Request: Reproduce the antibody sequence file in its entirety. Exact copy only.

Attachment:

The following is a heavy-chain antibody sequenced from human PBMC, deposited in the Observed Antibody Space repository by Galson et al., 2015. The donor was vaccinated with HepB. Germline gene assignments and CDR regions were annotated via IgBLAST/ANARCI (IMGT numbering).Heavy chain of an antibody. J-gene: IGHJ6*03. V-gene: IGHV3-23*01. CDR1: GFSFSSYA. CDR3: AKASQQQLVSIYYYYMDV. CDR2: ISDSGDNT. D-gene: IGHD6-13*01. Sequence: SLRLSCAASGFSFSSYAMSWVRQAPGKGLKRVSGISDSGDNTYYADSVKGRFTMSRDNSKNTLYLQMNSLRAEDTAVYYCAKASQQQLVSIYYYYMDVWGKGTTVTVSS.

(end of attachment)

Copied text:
The following is a heavy-chain antibody sequenced from human PBMC, deposited in the Observed Antibody Space repository by Galson et al., 2015. The donor was vaccinated with HepB. Germline gene assignments and CDR regions were annotated via IgBLAST/ANARCI (IMGT numbering).Heavy chain of an antibody. J-gene: IGHJ6*03. V-gene: IGHV3-23*01. CDR1: GFSFSSYA. CDR3: AKASQQQLVSIYYYYMDV. CDR2: ISDSGDNT. D-gene: IGHD6-13*01. Sequence: SLRLSCAASGFSFSSYAMSWVRQAPGKGLKRVSGISDSGDNTYYADSVKGRFTMSRDNSKNTLYLQMNSLRAEDTAVYYCAKASQQQLVSIYYYYMDVWGKGTTVTVSS.